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I'm a post-doctoral researcher with a wide range of interests. My career is in complex systems science (or maybe cybernetics) and the origins of life, but I also have research interests in

  • the foundations of statistical mechanics and its relationship to information theory
  • Earth systems science
  • non-equilibrium thermodynamics in general

I'm also generally interested in the foundations of quantum mechanics and in black holes, though I wouldn't say I'm an expert on those things.

It's probably worth noting that despite the fact that my research is in physics-related areas, all my degrees are in other subjects. If I occasionally seem to start talking in an alien language, this is probably why.


Apr
17
revised Integrating entropy on an arbitrary boundary
latex
Apr
14
answered Causality principle and Entropy (Second Law)
Apr
13
comment Singing for physicists: How to resonate by body cavities with my voice?
Although at heart this is a physics problem, I doubt there is much in the way of practical advice that can come from considering the physics from first principles. What you need are singing lessons - I imagine there are no end of appropriate tutorial videos on YouTube.
Apr
5
comment The unreasonable effectiveness of the partition function
One might also mention that the moment generating function is essentially the Laplace transform of the probability distribution, which (if the reader is familiar with Laplace transforms) explains why information isn't lost in calculating it.
Apr
3
comment Lower limits for steady-state black holes
Note that another potential difficulty is the control issue. A steady-state black hole in an environment of uniform density is at an unstable equilibrium, in that if it gets a bit too big it will start to grow, and if it gets a bit too small it will shrink. This can be countered by feedback control, but the smaller the black hole gets the more sensitive this is, and if it's really small it will almost instantly evaporate the moment there's a small negative fluctuation in the inflow rate. The fact that inserting matter gets harder as the size decreases only makes this worse.
Apr
2
comment What exactly is fire?
The first paragraph is not true in general. Most fire is actually a chain reaction in which radicals trigger the production of more radicals. A spark plug is not there to heat the fuel, it's to seed it with radicals. The heat feedback can be relevant for vaporising fuel as you say, but it's mostly not what causes the flame itself. (Though I believe it can be under high pressure.)
Mar
30
comment Can Black Holes Maintain Data Entropy When Formed By a Data Storage System?
@WetSavannaAnimalakaRodVance I would guess it's a matter of processing speed - if you're limited by the speed of light then you'd want your data storage to be as physically dense as possible.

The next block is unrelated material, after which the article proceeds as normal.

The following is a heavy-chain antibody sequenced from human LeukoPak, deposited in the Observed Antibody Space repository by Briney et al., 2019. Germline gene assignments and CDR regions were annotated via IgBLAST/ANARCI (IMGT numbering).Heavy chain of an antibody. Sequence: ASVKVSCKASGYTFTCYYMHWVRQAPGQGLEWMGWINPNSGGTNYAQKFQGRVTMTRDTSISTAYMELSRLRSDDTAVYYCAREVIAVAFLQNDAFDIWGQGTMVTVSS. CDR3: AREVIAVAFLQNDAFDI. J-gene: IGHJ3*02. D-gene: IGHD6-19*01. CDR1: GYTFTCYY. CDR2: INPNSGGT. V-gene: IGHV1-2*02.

Mar
23
awarded  Famous Question
Mar
23
comment Double slit experiment where the “particle” is a macroscopic capsule with people inside
This is an excellent question and not at all a trivial one. It is not at all a duplicate of the one linked above, and nor is it answered by that question's answers. (some people have cast close votes.)
Mar
23
comment Electricity should deform the conductor then why doesn't it?
The protons don't move, for exactly the reason you say - they are the nuclei of the atoms, so they can't. The electrons move from atom to atom, and this doesn't deform the conductor's shape because there are always new electrons coming in from the current source to replace the ones that have left.
Mar
23
comment Most True to Life Physics & Biology Simulation Engine?
It may not be quite what you're looking for, but there's a whole field called "physically based rendering" that tries to simulate the interaction between light and objects as accurately as possible. There are a couple of open-source renderers, called luxrender and mitsuba, plus some commercial offerings, though I haven't tried any of these myself.
Mar
21
comment Is purple in visible light?
(My above comment doesn't answer the question of course)
Mar
21
comment Is purple in visible light?
There is purple in a rainbow. The video commits the common fallacy of assuming that a rainbow and a pure spectrum are the same and then invents a cod-linguistic reason for why people say there is purple there. But if you look at an actual rainbow in the sky you will see the purple clearly. They are scattering phenomena and are more complex than the spectrum from a prism.
Mar
17
awarded  Notable Question
Mar
15
comment Reference about probability to study statistical mechanics
+1: This book takes a somewhat unusual approach to probability theory, but this is a good thing and the book cannot be recommended highly enough.
Mar
15
answered Auto spinning turbine generator
Mar
15
answered Help explore a self-feedback camera-monitor chaotic system
Mar
11
answered Chemical reaction A+B$\leftrightarrow$C. Equilibrium VS Non Equilibrium
Mar
11
comment Chemical reaction A+B$\leftrightarrow$C. Equilibrium VS Non Equilibrium
(but it is nevertheless also on topic here.)
Mar
8
comment Does ambient day/night temperature change have significant energy generation potential
Why are people voting to close this? It's a very straightforward question with a very straightforward answer that can be derived from basic thermodynamics. (The Carnot limit.)